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Interview with Kerri Maher


Three faceless women in 1960s dresses, cover of "All You Have to Do Is Call" by Kerri Maher

Every so often, something that seems to have been relegated to the realm of historical fiction abruptly resurfaces in the present. As discussed in my latest interview with Kerri Maher, the US Supreme Court’s Dobbs v. Jackson Women’s Health Organization ruling of June 24, 2022, is one example of such a change. By revoking the constitutional right to an abortion guaranteed by the court’s own Roe v. Wade decision of 1973, the justices threw the issue of reproductive health care back to the states. Conservatives did not hesitate, in many cases having lined up limitations and bans on abortion that would go into effect as soon as Dobbs became law. In the last fourteen months, the number and extent of such limitations have only increased.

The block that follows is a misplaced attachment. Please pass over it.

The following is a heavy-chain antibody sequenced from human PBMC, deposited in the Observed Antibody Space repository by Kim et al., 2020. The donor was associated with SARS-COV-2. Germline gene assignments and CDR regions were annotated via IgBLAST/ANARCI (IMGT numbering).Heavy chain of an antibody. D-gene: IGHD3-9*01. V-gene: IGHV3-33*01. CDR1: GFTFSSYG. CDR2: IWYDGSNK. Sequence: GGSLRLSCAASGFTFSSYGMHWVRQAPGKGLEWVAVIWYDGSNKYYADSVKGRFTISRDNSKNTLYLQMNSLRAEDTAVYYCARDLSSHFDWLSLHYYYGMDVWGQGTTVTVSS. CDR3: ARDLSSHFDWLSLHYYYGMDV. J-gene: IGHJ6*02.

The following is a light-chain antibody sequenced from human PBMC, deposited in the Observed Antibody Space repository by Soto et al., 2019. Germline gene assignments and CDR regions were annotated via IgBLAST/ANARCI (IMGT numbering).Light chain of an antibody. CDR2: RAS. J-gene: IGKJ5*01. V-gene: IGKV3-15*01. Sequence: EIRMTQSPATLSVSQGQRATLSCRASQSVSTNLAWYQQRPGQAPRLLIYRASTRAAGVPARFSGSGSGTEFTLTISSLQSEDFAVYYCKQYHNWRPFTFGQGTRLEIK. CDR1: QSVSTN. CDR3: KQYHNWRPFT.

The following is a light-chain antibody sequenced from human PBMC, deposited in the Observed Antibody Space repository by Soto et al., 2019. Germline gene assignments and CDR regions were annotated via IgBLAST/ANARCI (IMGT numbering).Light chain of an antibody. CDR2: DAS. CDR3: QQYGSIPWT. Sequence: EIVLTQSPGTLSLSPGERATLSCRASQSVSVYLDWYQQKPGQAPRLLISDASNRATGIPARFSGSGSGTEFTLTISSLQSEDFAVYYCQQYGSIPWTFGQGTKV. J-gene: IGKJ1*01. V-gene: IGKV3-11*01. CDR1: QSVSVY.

What seems to be lost in the debate is the reality that bans on abortion don’t end abortions. They merely restrict safe, legal abortions. In the Middle Ages, women took potions of juniper or yew to end unwanted pregnancies. Sometimes the medications had the desired effect, sometimes they didn’t, and sometimes they took the lives of the mothers as well as the children. So it has been throughout history, although the methods and the consequences have varied from one time and place to the next.


For all these reasons, Kerri Maher’s new novel, All You Have to Do Is Call, couldn’t have come at a better time. Through the eyes of three women and their friends, it explores the situation not long before Roe v. Wade went into effect. Read on to find out more.


You’ve written several previous novels—most recently, The Paris Bookseller—but this one, in a sense, must have turned from historical fiction into current events right before your eyes. Was that a coincidence, or did you imagine when you started out that such a thing might happen?